Wa’el Alzayat, CEO of Emgage Action, a Muslim advocacy group, said he intends to use the sizable anti-Biden results to further amplify his message at a time of high resentment towards the president.

Alzayat said his organization is “working to maintain the momentum post-Michigan’s ‘uncommitted’ achievement,” lobbying especially around a cease-fire and noting that many tens of thousands of Democratic voters expressed discontentment with Biden’s policy.

The goal, Alzayat suggested, stretches beyond one state and is part of a larger effort to push for their platform throughout the calendar’s following contests. Super Tuesday is March 5, when multiple states are holding their elections, including delegate-rich California and Texas.

“We will be looking at upcoming primaries to assess the best strategies to continue with this signaling,” he said. “You can be assured that we will not rest until at a minimum, we get a permanent mutual cease-fire in Gaza, a sizable increase in aid to those who need it, and an actionable plan for Palestinian freedom.”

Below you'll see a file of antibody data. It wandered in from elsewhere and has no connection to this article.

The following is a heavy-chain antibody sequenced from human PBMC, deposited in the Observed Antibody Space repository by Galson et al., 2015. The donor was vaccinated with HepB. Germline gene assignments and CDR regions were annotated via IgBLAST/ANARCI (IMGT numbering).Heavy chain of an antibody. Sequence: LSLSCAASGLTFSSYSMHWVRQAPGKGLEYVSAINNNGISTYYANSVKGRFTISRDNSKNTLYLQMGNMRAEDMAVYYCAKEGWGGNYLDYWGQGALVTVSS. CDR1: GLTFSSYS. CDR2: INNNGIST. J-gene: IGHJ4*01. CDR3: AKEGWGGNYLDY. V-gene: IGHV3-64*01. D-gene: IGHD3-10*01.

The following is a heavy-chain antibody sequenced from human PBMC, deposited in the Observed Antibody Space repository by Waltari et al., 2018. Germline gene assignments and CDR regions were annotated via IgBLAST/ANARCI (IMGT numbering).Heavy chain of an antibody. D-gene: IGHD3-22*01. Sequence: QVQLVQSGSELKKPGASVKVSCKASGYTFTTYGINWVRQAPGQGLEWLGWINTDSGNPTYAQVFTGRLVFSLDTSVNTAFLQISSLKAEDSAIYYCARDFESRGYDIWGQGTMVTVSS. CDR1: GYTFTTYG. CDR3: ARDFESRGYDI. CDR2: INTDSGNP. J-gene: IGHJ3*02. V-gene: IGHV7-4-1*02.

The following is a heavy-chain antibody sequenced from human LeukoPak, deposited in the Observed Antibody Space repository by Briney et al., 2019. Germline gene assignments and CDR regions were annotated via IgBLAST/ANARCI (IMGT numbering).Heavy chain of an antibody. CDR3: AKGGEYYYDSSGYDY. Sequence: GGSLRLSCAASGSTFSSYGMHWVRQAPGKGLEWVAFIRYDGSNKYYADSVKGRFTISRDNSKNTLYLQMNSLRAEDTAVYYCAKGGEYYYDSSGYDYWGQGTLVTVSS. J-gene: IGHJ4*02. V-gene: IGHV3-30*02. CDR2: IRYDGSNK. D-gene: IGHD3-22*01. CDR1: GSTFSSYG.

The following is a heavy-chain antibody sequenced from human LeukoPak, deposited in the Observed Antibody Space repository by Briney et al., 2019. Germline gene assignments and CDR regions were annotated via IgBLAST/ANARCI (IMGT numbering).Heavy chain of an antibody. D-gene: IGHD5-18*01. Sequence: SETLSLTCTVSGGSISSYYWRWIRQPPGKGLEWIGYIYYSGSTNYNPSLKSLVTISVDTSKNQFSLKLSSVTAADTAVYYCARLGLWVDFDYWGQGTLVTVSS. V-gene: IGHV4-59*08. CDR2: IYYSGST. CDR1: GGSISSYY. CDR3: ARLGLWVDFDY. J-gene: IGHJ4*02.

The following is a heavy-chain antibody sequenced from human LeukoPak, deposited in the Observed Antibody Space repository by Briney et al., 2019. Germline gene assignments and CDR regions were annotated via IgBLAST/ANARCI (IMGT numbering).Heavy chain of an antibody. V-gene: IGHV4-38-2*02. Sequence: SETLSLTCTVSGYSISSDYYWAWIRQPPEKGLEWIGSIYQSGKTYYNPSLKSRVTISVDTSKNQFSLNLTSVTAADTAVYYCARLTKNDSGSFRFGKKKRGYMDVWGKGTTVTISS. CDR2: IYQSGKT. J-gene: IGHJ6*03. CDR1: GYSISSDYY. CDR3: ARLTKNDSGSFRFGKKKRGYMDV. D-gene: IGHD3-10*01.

On Thursday, the United Food and Commercial Workers, the largest union for labor workers in Washington state, said it is backing the “uncommitted” vote for its Democratic primary later in March, according to a report by NBC News.

While Democratic strategists caution against gleaning too much from the Michigan vote against Biden, there’s a lingering sentiment that the third-party factor could change the general election in unpredictable ways.

“Biden has won 82 percent overall and also 81 percent in Michigan, so let’s not get overly enamored with the uncommitted showing. The uncommitted number was modestly impressive, but it’s also a free vote with zero consequences,” said Jim Kessler, vice president at Third Way, who has been analyzing the possible effects of third-party candidates throughout the cycle.

“Let’s see where these voters are come November. Some of them will not return to Biden, but some of them were never with Biden,” Kessler said. “The bottom line is the Biden team should neither ignore these voters or be alarmed by their showing.”